Power-intensive processes can lower operating expenses when adjusting production planning according to time-dependent electricity pricing schemes, which exist due to fluctuations in power demand. Different researchers dealt with the operational problem of the so-called demand response for power-intensive processes.
The first line of research proposes a control approach. For the economic optimization of air separation plants, Zhu et al. (2010) developed a model based on heat and mass balances, including nonlinear thermodynamics. Huang (2010) proposed the application of economically-oriented nonlinear model predictive control. While these approaches have the advantage of providing an accurate process representation, they cannot incorporate discrete decisions such as equipment shutdowns and startups and corresponding operational constraints such as enforcing minimum up- or downtimes.
The second line of research comes from the area of planning and scheduling. An initial approach by Daryanian et al. (1989) shows the economic benefit of demand response for air separation plants but does not consider discrete operating decisions such as equipment shutdowns and startups. Ierapetritou et al. (2002) as well as Karwan and Keblis (2007) extend the methodology to incorporate discrete operating decisions. However, their models do not capture the transient behavior between - operating modes. Moreover, some of their logic constraints show room for improvement with respect to the tightness of the linear relaxation. For cement plants, Castro and co-workers (2009, 2011) extend the Resource Task Network (RTN) formulation to incorporate hourly changing electricity prices.
In this work, we describe a deterministic MILP model that allows optimal production planning for continuous power-intensive processes using a discrete time formulation. First, we generalize approaches taken by Ierapetritou et al. (2002) - and Karwan and Keblis (2007). We discuss the concept of transitional modes to allow for a more detailed modeling of transitional behavior that is due to plant dynamics. Further, we enhance the computational efficiency of their formulation by improving the logic constraints. Properties on the tightness of several logic constraints are proved. We successfully apply the model to two different real-world air separation plants that supply to the liquid merchant market, as well as cement plants.
For the time horizon of one week and hourly changing electricity prices, we solve an industrial case study on air separation plants, where transitional modes help us capturing the ramping behavior. The operational optimization model created savings of more than 10% when compared to a simple heuristic. Furthermore, we learned that operational flexibility, in terms of production and storage capacity, is the key to lower operating expenses.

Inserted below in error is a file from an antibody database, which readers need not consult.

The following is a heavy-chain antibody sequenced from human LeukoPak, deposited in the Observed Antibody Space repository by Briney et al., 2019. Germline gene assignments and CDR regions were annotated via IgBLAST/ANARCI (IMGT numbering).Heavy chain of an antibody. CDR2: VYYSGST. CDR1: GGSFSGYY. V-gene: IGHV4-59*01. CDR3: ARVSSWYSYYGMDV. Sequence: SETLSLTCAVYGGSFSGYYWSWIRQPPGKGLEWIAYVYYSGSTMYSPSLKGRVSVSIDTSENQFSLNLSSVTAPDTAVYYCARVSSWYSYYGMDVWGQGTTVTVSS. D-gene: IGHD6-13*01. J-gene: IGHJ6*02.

We also solve problem instances on cement plants that are reported in Castro et al. (2011). We observe that the introduction of transitional modes results in a large-scale model. Nevertheless, the model is superior compared to a smaller model that only had single product modes and thus lacked control of occurring transitions as well as could not be solved to optimality. Despite the large size of the MILP model with transitional modes, the required solution times to obtain the optimal solution were small for all test cases. Furthermore, the obtained schedules were practical to implement because we were able to control the occurring transitions.
Castro, P.M.; Harjunkoski I.; Grossmann I.E. (2009) New Continuous-Time Scheduling Formulation for Continuous Plants under Variable Electricity Cost. Ind. Eng. Chem. Res., 48:6701–6714
Castro, P.M.; Harjunkoski I.; Grossmann I.E. (2011) Optimal scheduling of continuous plants with energy constraints. Comp. Chem. Eng., 35:372– 387
Daryanian, B.; Boln, R.E.; Tabors, R.D. (1989) Optimal demand-side response to electricity spot prices for storage-type customers. IEEE Transactions on Power Systems, 4:897-903
Huang, R. Nonlinear Model Predictive Control and Dynamic Real Time Optimization for Large-scale Processes. PhD thesis, Carnegie Mellon University, 2010.
Ierapetritou, M.G.; Wu, D.; Vin, J.; Sweeny P.; Chigirinskiy M. (2002) Cost Minimization in an Energy-Intensive Plant Using Mathematical Programming Approaches. Ing. Eng. Chem. Res., 41:5262–5277
Karwan, K.; Keblis M. (2007) Operations planning with real time pricing of a primary input. Computers & Operations Research, 34:848–867
Zhu, Y.; Legg S.; Laird, C.A Multiperiod Nonlinear Programming Approach for Operation of Air Separation Plants with Variable Power Pricing.AIChE Journal, accepted, 2010.